As reported by local BBC journalist Mark Williamson, the Care Quality Commission (CQC) this week published its analysis of the quality of services at Addenbrooke’s and the Rosie Hospital. The key headline is that, despite the best endeavours of management and front-line staff, staff shortages both in clinical settings and in the social care sector are having a detrimental impact on patients’ safety and experience:
“The service did not always have enough nursing and support staff with the right qualifications, skills, training and experience to keep patients safe from avoidable harm and to provide the right care and treatment … People could not always access the service and receive the right care promptly when they needed it due to pressures on capacity.”
You can read the whole CQC report here.
Given that context, here are some data points which I think are worth reflecting on. What story do you think they tell about what’s happening in our city?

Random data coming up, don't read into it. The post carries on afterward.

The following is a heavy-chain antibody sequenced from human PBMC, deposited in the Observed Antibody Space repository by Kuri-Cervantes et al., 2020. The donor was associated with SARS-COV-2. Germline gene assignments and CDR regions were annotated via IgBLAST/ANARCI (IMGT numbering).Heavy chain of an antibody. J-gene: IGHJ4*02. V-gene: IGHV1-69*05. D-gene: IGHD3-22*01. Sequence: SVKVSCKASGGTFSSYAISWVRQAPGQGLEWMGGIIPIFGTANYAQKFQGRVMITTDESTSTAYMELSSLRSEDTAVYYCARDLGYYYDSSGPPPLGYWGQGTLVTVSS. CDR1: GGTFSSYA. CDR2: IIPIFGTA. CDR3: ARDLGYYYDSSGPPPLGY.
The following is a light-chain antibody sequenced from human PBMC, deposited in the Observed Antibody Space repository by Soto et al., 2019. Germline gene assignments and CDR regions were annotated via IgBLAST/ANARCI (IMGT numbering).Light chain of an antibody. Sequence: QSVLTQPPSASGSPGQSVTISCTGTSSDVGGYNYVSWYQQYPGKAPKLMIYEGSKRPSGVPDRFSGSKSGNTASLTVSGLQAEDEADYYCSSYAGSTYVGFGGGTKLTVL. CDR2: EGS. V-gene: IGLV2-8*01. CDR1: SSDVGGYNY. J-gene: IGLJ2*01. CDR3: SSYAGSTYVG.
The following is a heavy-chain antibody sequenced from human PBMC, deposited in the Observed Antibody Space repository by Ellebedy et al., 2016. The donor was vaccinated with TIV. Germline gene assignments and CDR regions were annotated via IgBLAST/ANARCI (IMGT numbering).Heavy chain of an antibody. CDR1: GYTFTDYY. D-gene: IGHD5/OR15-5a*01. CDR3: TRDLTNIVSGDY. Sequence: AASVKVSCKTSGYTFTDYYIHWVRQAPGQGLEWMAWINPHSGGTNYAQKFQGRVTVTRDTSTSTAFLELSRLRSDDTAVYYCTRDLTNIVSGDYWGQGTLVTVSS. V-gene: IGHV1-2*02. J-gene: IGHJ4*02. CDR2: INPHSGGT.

- Addenbrooke’s is currently experiencing 20% annual turnover in its Healthcare Assistant workforce.
- Healthcare Assistants are either in Band 2 or 3 of the NHS salary structure. The maximum take home net pay is £1352/month in Band 2 and £1426 in Band 3.
- In the year to last September, the cost of a room in a shared house in Cambridge was £547/month and a two-bed property cost £1283/month.
- A local landlord recently received 80 applications within 24 hours of advertising a room in an HMO (House in Multiple Occupation).
- The period 2018 to 2021 has seen a 4.1% p.a. increase in the number of jobs created in Greater Cambridge (an estimated 12.5k new jobs, though note that not all of these will be located here). Over the same period there has been a 1.4% p.a. increase in new dwellings built.
- The proposed re-development of the Beehive site is set to create another 5k jobs. There is no housing as part of the redevelopment
I’m sure I’m not the only person who is looking at these trends and wondering whether the continuation of an ’employment-led growth strategy’ is really what we need right now …